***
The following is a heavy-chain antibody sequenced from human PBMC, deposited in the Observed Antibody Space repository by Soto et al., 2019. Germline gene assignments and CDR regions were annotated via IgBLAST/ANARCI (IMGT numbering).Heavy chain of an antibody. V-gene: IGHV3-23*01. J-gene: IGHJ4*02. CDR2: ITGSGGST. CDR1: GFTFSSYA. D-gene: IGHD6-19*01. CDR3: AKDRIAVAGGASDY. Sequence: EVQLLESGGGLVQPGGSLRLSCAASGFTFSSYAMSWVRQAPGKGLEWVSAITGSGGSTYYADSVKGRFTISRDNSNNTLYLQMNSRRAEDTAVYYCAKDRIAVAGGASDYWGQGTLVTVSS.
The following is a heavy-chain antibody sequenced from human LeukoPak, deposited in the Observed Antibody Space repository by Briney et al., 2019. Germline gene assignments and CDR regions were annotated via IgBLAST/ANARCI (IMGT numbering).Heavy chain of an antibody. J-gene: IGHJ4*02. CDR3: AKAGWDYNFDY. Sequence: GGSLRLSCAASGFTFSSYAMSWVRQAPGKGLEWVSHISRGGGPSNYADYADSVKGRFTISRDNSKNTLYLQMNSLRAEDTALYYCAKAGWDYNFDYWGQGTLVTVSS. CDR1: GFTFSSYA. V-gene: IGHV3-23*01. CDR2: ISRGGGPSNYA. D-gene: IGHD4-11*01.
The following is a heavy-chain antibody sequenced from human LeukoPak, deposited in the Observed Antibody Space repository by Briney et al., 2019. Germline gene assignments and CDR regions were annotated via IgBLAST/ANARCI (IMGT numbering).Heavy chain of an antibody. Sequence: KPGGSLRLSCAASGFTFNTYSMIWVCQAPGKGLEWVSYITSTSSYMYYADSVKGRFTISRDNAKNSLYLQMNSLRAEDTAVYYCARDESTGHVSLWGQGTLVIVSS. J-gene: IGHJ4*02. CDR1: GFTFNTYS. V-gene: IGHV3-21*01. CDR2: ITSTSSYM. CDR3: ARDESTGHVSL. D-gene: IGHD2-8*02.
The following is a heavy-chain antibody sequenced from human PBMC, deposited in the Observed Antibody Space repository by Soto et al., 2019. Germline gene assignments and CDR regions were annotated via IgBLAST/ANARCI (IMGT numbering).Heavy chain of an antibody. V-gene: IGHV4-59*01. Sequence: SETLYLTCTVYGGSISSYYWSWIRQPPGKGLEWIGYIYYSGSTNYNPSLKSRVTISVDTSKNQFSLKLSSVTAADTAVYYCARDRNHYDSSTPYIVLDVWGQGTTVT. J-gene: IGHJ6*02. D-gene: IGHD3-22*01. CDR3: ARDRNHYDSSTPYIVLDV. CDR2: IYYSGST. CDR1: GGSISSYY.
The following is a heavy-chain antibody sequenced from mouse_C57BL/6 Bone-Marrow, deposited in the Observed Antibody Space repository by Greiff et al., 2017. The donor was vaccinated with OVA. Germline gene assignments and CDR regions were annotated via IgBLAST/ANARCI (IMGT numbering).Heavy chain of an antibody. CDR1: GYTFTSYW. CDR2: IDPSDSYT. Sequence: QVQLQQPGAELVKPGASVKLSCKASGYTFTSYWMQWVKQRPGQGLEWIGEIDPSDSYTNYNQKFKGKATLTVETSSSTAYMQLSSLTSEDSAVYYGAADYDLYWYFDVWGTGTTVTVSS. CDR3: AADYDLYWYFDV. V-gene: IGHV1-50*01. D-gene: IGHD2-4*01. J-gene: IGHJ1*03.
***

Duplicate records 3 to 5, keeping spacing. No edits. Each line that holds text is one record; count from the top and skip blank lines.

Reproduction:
The following is a heavy-chain antibody sequenced from human LeukoPak, deposited in the Observed Antibody Space repository by Briney et al., 2019. Germline gene assignments and CDR regions were annotated via IgBLAST/ANARCI (IMGT numbering).Heavy chain of an antibody. Sequence: KPGGSLRLSCAASGFTFNTYSMIWVCQAPGKGLEWVSYITSTSSYMYYADSVKGRFTISRDNAKNSLYLQMNSLRAEDTAVYYCARDESTGHVSLWGQGTLVIVSS. J-gene: IGHJ4*02. CDR1: GFTFNTYS. V-gene: IGHV3-21*01. CDR2: ITSTSSYM. CDR3: ARDESTGHVSL. D-gene: IGHD2-8*02.
The following is a heavy-chain antibody sequenced from human PBMC, deposited in the Observed Antibody Space repository by Soto et al., 2019. Germline gene assignments and CDR regions were annotated via IgBLAST/ANARCI (IMGT numbering).Heavy chain of an antibody. V-gene: IGHV4-59*01. Sequence: SETLYLTCTVYGGSISSYYWSWIRQPPGKGLEWIGYIYYSGSTNYNPSLKSRVTISVDTSKNQFSLKLSSVTAADTAVYYCARDRNHYDSSTPYIVLDVWGQGTTVT. J-gene: IGHJ6*02. D-gene: IGHD3-22*01. CDR3: ARDRNHYDSSTPYIVLDV. CDR2: IYYSGST. CDR1: GGSISSYY.
The following is a heavy-chain antibody sequenced from mouse_C57BL/6 Bone-Marrow, deposited in the Observed Antibody Space repository by Greiff et al., 2017. The donor was vaccinated with OVA. Germline gene assignments and CDR regions were annotated via IgBLAST/ANARCI (IMGT numbering).Heavy chain of an antibody. CDR1: GYTFTSYW. CDR2: IDPSDSYT. Sequence: QVQLQQPGAELVKPGASVKLSCKASGYTFTSYWMQWVKQRPGQGLEWIGEIDPSDSYTNYNQKFKGKATLTVETSSSTAYMQLSSLTSEDSAVYYGAADYDLYWYFDVWGTGTTVTVSS. CDR3: AADYDLYWYFDV. V-gene: IGHV1-50*01. D-gene: IGHD2-4*01. J-gene: IGHJ1*03.